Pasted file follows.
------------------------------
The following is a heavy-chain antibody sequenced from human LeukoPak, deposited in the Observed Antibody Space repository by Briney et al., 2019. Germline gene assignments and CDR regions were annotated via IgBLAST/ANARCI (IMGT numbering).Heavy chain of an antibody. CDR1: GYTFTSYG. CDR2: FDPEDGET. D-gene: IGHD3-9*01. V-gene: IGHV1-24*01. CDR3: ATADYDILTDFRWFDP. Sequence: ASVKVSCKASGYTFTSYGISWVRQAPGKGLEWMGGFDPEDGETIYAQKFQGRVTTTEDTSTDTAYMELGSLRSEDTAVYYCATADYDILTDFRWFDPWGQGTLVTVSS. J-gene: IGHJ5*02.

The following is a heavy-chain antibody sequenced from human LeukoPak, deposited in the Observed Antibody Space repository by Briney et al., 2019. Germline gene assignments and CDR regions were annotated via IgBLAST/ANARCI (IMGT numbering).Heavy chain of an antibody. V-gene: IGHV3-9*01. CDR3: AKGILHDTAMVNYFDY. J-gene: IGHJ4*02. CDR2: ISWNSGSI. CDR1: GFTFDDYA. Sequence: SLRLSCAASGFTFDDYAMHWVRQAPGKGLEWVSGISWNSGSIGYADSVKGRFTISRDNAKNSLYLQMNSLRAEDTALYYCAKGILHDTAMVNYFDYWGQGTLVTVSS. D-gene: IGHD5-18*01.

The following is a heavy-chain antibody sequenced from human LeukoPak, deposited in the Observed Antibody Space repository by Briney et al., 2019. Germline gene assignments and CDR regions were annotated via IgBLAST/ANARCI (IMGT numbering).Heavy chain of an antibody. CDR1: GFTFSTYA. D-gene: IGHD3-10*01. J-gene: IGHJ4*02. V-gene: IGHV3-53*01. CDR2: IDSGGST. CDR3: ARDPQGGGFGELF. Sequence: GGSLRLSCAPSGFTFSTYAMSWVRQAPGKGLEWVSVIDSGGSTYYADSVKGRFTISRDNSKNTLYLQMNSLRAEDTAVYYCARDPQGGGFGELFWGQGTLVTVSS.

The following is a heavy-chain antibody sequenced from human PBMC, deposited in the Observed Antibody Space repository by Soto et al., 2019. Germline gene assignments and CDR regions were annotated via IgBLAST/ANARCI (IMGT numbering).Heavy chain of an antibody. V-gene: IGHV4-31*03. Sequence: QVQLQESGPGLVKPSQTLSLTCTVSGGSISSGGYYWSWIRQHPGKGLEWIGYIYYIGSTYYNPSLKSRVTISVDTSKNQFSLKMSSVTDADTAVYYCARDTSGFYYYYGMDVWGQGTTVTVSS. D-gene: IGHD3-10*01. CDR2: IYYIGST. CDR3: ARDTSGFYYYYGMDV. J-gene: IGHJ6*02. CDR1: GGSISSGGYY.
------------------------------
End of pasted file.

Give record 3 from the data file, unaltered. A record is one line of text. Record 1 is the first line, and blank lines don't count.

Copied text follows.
The following is a heavy-chain antibody sequenced from human LeukoPak, deposited in the Observed Antibody Space repository by Briney et al., 2019. Germline gene assignments and CDR regions were annotated via IgBLAST/ANARCI (IMGT numbering).Heavy chain of an antibody. CDR1: GFTFSTYA. D-gene: IGHD3-10*01. J-gene: IGHJ4*02. V-gene: IGHV3-53*01. CDR2: IDSGGST. CDR3: ARDPQGGGFGELF. Sequence: GGSLRLSCAPSGFTFSTYAMSWVRQAPGKGLEWVSVIDSGGSTYYADSVKGRFTISRDNSKNTLYLQMNSLRAEDTAVYYCARDPQGGGFGELFWGQGTLVTVSS.